The germ cell lineage ensures the creation of new individuals, thereby perpetuating and diversifying the genetic and epigenetic information across the generations. We have been investigating signaling, global transcription and epigenetic dynamics associated with germ cell specification and development in mice at a single-cell resolution, and have proposed that germ cell specification integrates repression of the somatic program, re-acquisition of potential pluripotency, and an ensuing genome-wide epigenetic reprogramming. Recently, using pluripotent stem cells [embryonic stem cells (ESCs) and induced pluripotent stem cells (iPSCs)], we have succeeded in precisely reconstituting the specification and subsequent development of germ cells in culture both in males and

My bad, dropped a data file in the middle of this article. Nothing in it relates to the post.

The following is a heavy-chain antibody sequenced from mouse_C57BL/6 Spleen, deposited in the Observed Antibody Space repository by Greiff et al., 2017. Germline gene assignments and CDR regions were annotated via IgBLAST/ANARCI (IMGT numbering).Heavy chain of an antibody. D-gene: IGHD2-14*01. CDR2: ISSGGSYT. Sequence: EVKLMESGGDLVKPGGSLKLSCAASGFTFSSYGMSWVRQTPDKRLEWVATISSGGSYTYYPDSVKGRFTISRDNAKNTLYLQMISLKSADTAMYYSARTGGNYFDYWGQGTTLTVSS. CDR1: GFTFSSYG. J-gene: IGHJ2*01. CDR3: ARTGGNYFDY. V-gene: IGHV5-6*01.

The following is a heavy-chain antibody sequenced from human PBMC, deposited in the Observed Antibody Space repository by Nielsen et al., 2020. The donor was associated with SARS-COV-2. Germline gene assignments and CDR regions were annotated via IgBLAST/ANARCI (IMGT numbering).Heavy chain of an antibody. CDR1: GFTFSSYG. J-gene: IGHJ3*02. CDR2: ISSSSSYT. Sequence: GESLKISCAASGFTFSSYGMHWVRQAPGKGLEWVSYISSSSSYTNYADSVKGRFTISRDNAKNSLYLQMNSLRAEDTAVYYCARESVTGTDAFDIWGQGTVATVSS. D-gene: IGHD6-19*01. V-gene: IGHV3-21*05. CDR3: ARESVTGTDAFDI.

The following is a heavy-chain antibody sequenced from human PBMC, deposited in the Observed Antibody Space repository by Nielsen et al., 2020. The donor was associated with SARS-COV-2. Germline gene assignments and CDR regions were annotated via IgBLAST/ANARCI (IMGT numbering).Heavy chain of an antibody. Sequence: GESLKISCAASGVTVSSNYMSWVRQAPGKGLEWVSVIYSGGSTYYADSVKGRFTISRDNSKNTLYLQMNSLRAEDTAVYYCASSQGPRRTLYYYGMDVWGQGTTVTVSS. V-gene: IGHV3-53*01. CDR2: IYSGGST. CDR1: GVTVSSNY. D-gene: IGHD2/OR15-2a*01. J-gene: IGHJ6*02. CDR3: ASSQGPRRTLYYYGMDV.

females: ESCs/iPSCs are induced into epiblast-like cells (EpiLCs) and then into primordial germ cell-like cells (PGCLCs), which contribute to spermatogenesis and oogenesis and to fertile offspring. Our work will serve as a foundation for systems analysis of germ cell development, including the elucidation of key transcriptional network for germ cell specification, the mechanism of genome-wide epigenetic reprogramming, and the mechanism for meiosis, as well as for the reconstitution of the entire germ-cell development process in vitro, not only in mice but also in other mammals, including humans.

Biography PubMed